"Where have you been?"

"What, are you checking up on me now? I thought we weren't friends any more." I dropped my coat on the floor and took my pizza into the kitchenette, defying him to follow.

"I'm not heartless, Judith. It's obvious that you haven't been yourself lately."

"Hm."  I started to put the pizza on a plate, but then decided why bother? It would only mean I'd have to wash a dish later on. I grabbed the pizza out of the box and took a bite. It was cool from the chilly walk home, but it was greasy and salty, which was what my body craved.

Father Cash came into the doorway. "You're killing yourself, and I can't stand by and let that happen."

"Why not?" I gulped another bite. "I'm not your responsibility."

He sighed and his dark eyes took on a mournful cast. "We are all each others' keepers. I've been wrong to push you away over our little disagreement. You're entitled to your opinions." He looked away. "And perhaps you're right. I made excuses for Sella so I wouldn't have to see the truth, but I can't keep doing that with you."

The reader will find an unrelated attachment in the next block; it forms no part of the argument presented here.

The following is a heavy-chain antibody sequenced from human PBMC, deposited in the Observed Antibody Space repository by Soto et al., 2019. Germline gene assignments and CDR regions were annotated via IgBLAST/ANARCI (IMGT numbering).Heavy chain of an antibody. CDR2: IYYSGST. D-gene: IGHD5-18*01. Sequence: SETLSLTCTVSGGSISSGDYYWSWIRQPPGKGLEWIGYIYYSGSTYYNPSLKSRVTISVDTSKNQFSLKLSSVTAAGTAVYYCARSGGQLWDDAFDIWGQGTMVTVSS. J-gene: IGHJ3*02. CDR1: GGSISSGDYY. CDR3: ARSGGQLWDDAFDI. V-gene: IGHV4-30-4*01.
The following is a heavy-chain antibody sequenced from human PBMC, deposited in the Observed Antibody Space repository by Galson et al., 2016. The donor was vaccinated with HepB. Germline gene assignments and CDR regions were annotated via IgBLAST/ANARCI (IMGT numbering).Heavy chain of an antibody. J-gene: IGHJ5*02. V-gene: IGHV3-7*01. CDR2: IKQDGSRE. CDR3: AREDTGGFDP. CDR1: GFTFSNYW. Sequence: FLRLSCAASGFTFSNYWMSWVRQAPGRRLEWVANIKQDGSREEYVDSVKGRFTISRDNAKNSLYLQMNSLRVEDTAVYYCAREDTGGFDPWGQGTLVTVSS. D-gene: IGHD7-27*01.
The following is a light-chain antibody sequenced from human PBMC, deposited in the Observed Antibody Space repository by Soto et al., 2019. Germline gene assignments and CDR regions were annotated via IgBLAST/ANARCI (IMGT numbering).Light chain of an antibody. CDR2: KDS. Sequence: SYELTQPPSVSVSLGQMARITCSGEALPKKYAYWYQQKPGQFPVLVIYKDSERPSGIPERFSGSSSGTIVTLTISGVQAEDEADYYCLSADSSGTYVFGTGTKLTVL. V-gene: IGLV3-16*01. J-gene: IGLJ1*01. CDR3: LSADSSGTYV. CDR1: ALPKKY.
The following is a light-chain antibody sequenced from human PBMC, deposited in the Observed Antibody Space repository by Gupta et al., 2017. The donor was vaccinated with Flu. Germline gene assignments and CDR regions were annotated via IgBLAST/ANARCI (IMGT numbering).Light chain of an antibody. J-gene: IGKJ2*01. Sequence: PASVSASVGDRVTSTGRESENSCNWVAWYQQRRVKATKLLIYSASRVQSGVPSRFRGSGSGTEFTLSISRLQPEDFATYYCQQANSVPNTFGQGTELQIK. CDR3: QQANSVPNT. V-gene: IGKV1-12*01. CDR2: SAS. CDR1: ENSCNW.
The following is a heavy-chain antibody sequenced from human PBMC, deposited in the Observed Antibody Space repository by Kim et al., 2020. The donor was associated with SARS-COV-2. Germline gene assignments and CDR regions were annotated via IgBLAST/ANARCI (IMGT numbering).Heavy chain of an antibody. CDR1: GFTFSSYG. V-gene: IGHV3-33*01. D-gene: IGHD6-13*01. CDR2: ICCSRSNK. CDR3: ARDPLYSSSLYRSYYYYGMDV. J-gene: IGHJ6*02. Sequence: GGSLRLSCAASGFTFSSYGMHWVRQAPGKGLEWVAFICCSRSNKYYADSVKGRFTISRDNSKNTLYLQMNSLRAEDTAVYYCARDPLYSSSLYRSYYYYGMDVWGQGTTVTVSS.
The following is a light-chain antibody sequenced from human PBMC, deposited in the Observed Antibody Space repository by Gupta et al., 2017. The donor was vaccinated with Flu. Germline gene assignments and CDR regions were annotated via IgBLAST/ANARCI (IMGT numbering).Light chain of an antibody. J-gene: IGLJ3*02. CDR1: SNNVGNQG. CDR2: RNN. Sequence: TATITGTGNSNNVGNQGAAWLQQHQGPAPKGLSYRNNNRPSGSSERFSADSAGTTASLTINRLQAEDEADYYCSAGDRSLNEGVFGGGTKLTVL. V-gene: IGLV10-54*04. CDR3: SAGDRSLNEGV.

I gnawed the crust of my pizza, wondering if I understood him correctly. "You may be more right about Sella than I gave you credit for," I told him.

He shook his head, not understanding.

"We thought she never went anywhere, but one of my contacts says he saw her talking to Arlo Pontoski - you know, the oxy distribution guy. Says it looked like a drug deal."

"My Sella?"

My mouth felt dry and the pizza crust was like glue. I fumbled in a cupboard for a glass, filled it with water from the tap, and took a few gulps before explaining. "He saw a girl who matched her description, including the coat and scarf, talking to Arlo. He says something changed hands." I took another sip of water, my body craving it after the salty pizza. "He assumed it was drugs, but he had no proof. I suppose it could've been anything."